Shawn Antoine II, a documentary filmmaker with a strong passion for change, has been making films for less than a year and has already been recognized with the â€œStudent Innovation Awardâ€ from the Africana Studies Department.
Antoine, a sophomore at The University of Rhode Island, is an Economics and Public Relations double major, with a minor in Africana Studies. Heavily involved around campus, Antoine is part of Student Senate, the National Association for Black Accountants (NABA), is the Vice President of the Student Athletic Advisory Committee, and is also on the URI football team.
His passion for filmmaking, although less than a year old, has already changed the way that he finds himself spending his free time.
â€œOn some weekend nights, Iâ€™ll stay on campus and brainstorm and work on my films,â€ Antoine said. â€œI find myself using my free time in a more meaningful way now. Filmmaking has shown me what I want to do. Iâ€™m focused on it, and I have a drive to get better at it.â€
As a kid, Antoine noticed his artistic interests were there, but he didnâ€™t quite know how to channel them. Having done photography for some time as a hobby, his transition to film came about during Thanksgiving break of this year, when he was photographing/participating in a Black Lives Matter protest in New York City. He decided to capture on film the events that were unfolding before him, and the reactions of those around him during the protests. His film about the subject, â€œThe Movementâ€, was released on December 13th, less than a month later.
â€œI was already involved in the movement, but I wanted to do something that could reach people,â€ Antoine said. â€œIt was made to educate people, because people will sometimes say things about a movement that they donâ€™t really know much about.â€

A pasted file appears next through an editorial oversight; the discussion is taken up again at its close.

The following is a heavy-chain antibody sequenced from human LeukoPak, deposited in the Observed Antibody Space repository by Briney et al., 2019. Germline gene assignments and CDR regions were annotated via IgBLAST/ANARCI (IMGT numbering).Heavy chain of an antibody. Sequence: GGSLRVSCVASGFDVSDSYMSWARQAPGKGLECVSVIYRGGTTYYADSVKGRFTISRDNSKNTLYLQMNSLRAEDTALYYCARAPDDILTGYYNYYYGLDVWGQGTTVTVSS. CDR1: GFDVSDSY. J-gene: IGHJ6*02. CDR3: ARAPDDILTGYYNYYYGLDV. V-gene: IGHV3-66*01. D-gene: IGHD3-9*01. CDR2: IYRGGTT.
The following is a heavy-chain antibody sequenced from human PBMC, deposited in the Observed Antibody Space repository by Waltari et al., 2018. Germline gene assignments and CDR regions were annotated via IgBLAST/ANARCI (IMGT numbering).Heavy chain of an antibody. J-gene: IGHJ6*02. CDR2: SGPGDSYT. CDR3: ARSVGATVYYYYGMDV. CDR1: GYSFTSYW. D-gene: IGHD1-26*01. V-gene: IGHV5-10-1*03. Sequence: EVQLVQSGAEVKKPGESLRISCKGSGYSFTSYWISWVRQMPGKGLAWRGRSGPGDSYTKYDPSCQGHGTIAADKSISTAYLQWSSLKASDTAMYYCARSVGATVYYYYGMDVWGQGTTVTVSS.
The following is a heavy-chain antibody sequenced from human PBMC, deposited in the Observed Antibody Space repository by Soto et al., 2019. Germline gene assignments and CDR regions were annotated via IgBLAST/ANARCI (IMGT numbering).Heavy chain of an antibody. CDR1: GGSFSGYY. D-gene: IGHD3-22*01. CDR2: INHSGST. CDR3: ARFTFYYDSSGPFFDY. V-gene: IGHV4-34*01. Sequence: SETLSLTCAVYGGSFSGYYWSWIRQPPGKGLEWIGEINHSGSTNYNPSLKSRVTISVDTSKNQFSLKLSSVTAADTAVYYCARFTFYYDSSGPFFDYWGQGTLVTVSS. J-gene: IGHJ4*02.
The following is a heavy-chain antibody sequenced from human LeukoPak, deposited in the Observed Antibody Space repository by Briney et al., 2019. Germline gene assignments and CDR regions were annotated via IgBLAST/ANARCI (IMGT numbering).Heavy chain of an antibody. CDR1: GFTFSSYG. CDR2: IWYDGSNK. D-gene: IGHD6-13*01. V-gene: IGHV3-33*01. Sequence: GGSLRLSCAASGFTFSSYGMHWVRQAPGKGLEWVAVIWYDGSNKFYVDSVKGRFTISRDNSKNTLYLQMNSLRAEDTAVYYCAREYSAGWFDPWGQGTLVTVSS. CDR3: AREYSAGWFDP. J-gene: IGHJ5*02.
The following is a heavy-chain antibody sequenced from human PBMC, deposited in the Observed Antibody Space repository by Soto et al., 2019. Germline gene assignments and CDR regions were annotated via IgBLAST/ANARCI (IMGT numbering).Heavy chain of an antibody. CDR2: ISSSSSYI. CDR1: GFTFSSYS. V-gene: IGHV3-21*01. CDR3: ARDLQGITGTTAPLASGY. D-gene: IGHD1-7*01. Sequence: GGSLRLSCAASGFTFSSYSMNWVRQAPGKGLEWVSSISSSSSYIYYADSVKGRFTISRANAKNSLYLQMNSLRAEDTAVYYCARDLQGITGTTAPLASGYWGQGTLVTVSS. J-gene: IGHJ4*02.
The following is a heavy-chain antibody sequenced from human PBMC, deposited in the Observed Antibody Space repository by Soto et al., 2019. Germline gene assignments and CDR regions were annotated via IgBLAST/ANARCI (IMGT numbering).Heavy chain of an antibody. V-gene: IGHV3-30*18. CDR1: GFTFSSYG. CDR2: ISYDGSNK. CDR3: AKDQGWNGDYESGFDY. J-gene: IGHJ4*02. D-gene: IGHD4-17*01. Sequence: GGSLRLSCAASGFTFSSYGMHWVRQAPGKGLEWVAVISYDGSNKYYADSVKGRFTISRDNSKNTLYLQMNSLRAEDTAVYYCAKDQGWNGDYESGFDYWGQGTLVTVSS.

While making this film, Antoine was helped by film students and faculty at The HUB in Swan Hall. He received help and encouragement from Tony Balko, director of The HUB, to continue forward with similar documentary filmmaking, as Antoine was already involved in activism for womenâ€™s rights and Black Lives Matter.
â€œI was in the HUB just about every day, learning how to edit,â€ Antoine said of his time making the film. â€œItâ€™s tough to start out, not having taken any film classes. People there, and other film students, were teaching me and helping me.â€
During J-Term this year, Antoine took part in a faculty-led study abroad trip to India. His time there inspired him for his next film, â€œDays in Delhiâ€. The film is set to be released in late April, and looks at some of the poverty, culture, and lifestyles of people that live there. The film will feature cover art done by Rob Riglietti. Â
â€œYou may hear about the poverty and see a little on TV,â€ Antoine explained, â€œbut until you actually experience that and you interact with the people, you have no idea. I want to use this documentary to show my experience, because a lot of people probably wonâ€™t ever get the opportunity to go there. If I am able to bring them with me there, that is a great thing.â€
Antoine will be taking his first film class next semester, which he is very excited for. He plans to expand his filmmaking beyond documentaries in the near future, with hopes of beginning scripts for new projects this summer.
Antoine says he finds himself inspired as a filmmaker by the fact that many black actors tend to receive less recognition and opportunities than white actors, which is something that came into the public spotlight at this yearâ€™s Academy Awards. Along with this, there have been many controversies over black actors being cast in certain roles, such as the controversy with Idris Elba being a candidate to play James Bond, and John Boyega being cast as a lead in the new Star Wars movie.
â€œIf we want to continue to move forward as a society,â€ Antoine said, â€œwe have to be able to break down those race barriers and then everyone can be seen as equal.â€
Antoineâ€™s first film â€œThe Movementâ€ can be found on YouTube, and be on the lookout this April for â€œDays in Delhiâ€.